Published 2 years ago.
About a 6 minute read.
Image: More brands are joining REI in encouraging holiday shoppers to skip the sales and soak up nature. | Kamaji Ogino/Pexels
Consumers are more and more inclined to buy from brands that align with their beliefs and values; and anti-Black Friday is an important indicator of the
growing chasm between purpose-driven brands and those still banking on business-as-usual approaches.
Black Friday is an unabashed celebration of consumerism, and most companies
are still happy to profit from the hysteria. The unofficial holiday is infamous
for fomenting hordes of wild-eyed consumers eager to pummel each other over
whatever the deeply discounted products are that year — a frenzy that rakes in
revenues for participating retailers at a steep cost to society and the
Last year in the UK, Black Friday is estimated to have
430,000 metric tonnes of emissions — the equivalent of 435 return flights from
London to New York. And a 2019 Green Alliance
report found that 80 percent
of everything bought during the Black Friday bonanza ends up getting tossed
shortly after purchase.
But consumers are becoming more aware that brands are largely responsible for
perpetuating social and environmental woes, and 86 percent of consumers believe
that businesses must do their
part in solving
environmental and social challenges. 2020 research from
suggested a growing consumer propensity to buy less stuff — or at least thinking
more carefully before making purchases, including a growing preference for
choosing products that last longer — and a corresponding desire to support
brands that help them
more sustainable lifestyles and purchasing behaviors.
Every year, more brands choose to forgo the historically most lucrative day in
the fiscal year, instead encouraging their customers to be more thoughtful with
their purchasing behaviors — or even not shop with them at all. This is
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The revolution against Black Friday officially began in 2011. Preceding that
year’s onslaught, Patagonia bought a full-page ad in the New York Times,
featuring a photo of a fleece with the words “Don’t Buy This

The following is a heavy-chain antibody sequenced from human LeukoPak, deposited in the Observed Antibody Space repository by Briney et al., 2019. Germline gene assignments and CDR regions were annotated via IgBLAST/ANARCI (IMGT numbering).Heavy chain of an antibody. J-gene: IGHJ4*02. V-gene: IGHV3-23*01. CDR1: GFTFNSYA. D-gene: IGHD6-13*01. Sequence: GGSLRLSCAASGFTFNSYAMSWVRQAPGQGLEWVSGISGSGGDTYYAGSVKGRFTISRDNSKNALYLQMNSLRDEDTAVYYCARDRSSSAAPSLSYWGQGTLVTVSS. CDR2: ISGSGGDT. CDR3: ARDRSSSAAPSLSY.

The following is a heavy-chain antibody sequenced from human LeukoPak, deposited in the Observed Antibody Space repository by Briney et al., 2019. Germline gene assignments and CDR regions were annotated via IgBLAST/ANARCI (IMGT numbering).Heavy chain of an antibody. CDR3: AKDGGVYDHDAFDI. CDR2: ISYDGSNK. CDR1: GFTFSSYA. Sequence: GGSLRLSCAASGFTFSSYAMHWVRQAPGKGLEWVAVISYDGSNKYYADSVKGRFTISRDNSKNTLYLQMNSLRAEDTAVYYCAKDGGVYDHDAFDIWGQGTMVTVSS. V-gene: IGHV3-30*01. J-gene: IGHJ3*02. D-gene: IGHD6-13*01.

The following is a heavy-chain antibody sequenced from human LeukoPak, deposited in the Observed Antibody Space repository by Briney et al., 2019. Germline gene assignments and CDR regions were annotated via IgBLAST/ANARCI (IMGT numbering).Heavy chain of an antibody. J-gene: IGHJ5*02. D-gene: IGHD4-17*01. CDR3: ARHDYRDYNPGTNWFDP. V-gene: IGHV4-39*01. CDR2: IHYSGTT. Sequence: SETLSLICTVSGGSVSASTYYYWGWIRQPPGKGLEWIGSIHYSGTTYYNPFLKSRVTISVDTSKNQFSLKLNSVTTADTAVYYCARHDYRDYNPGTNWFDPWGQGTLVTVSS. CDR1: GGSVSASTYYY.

REI was next to step over the line — the co-op launched
in 2015 to encourage its workers, their families, and customers to spend Black
Friday outdoors instead of fighting the masses at the mall (or REI stores). On
that first fateful day in November 2015, the outdoor recreation outfitter closed
its doors and paid its employees to take the day off. #OptOutside spawned a
unshackling themselves from no-bars-hold profiteering from customers’
hemorrhaging wallets, but it did something more, too: By shrugging off rat-race
economics, companies such as REI and Patagonia set themselves apart from other
rank-and-file retailers vying for the attention of customers.
Customers are more and more inclined to buy from brands that
align with their
beliefs and values; and anti-Black Friday is an important indicator of the
growing chasm between purpose-driven brands and those still banking on
Last year, the coronavirus pandemic virtually shut down in-store
shopping; but the number of
shoppers — virtual and otherwise — still amounted to a respectable 186.4
over the Thanksgiving weekend. Most of the shopping last year was done online.
The changes of 2020 are here to stay for 2021, and likely beyond. As Jill Standish, a senior managing director at
Accenture, stated in a
recent report: “The declining popularity of Black Friday, coupled with consumers starting their
holiday shopping early, means that retailers and brands need to engage consumers
throughout the season.”